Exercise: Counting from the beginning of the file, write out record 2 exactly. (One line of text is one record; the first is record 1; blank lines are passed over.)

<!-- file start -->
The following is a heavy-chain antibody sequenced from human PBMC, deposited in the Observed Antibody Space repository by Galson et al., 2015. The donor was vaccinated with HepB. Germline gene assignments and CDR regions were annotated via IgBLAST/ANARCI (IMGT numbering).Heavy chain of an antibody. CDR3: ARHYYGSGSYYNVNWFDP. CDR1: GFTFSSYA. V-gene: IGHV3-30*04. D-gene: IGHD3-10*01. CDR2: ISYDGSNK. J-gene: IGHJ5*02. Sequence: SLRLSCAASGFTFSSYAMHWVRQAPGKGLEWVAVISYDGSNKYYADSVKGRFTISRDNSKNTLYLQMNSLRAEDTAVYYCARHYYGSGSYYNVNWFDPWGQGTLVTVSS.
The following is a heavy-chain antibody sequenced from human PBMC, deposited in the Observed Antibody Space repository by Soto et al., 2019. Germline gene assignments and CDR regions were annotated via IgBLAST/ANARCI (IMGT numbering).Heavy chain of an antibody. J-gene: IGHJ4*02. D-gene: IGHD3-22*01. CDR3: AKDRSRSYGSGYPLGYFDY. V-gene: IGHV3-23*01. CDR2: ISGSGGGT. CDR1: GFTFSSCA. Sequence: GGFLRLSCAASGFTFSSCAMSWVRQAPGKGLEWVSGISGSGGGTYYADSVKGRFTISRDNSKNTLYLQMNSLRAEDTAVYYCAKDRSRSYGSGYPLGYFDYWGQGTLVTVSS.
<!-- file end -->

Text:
The following is a heavy-chain antibody sequenced from human PBMC, deposited in the Observed Antibody Space repository by Soto et al., 2019. Germline gene assignments and CDR regions were annotated via IgBLAST/ANARCI (IMGT numbering).Heavy chain of an antibody. J-gene: IGHJ4*02. D-gene: IGHD3-22*01. CDR3: AKDRSRSYGSGYPLGYFDY. V-gene: IGHV3-23*01. CDR2: ISGSGGGT. CDR1: GFTFSSCA. Sequence: GGFLRLSCAASGFTFSSCAMSWVRQAPGKGLEWVSGISGSGGGTYYADSVKGRFTISRDNSKNTLYLQMNSLRAEDTAVYYCAKDRSRSYGSGYPLGYFDYWGQGTLVTVSS.